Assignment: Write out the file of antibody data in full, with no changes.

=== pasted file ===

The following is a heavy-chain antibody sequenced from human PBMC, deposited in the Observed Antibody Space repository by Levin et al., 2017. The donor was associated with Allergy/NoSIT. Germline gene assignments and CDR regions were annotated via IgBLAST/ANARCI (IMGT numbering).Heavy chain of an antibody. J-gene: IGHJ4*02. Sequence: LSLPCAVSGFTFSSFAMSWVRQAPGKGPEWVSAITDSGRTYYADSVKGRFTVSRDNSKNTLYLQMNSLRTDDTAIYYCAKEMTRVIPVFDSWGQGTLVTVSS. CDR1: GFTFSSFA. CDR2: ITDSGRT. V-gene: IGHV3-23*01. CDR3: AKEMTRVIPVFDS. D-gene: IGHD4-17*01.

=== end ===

The following is a heavy-chain antibody sequenced from human PBMC, deposited in the Observed Antibody Space repository by Levin et al., 2017. The donor was associated with Allergy/NoSIT. Germline gene assignments and CDR regions were annotated via IgBLAST/ANARCI (IMGT numbering).Heavy chain of an antibody. J-gene: IGHJ4*02. Sequence: LSLPCAVSGFTFSSFAMSWVRQAPGKGPEWVSAITDSGRTYYADSVKGRFTVSRDNSKNTLYLQMNSLRTDDTAIYYCAKEMTRVIPVFDSWGQGTLVTVSS. CDR1: GFTFSSFA. CDR2: ITDSGRT. V-gene: IGHV3-23*01. CDR3: AKEMTRVIPVFDS. D-gene: IGHD4-17*01.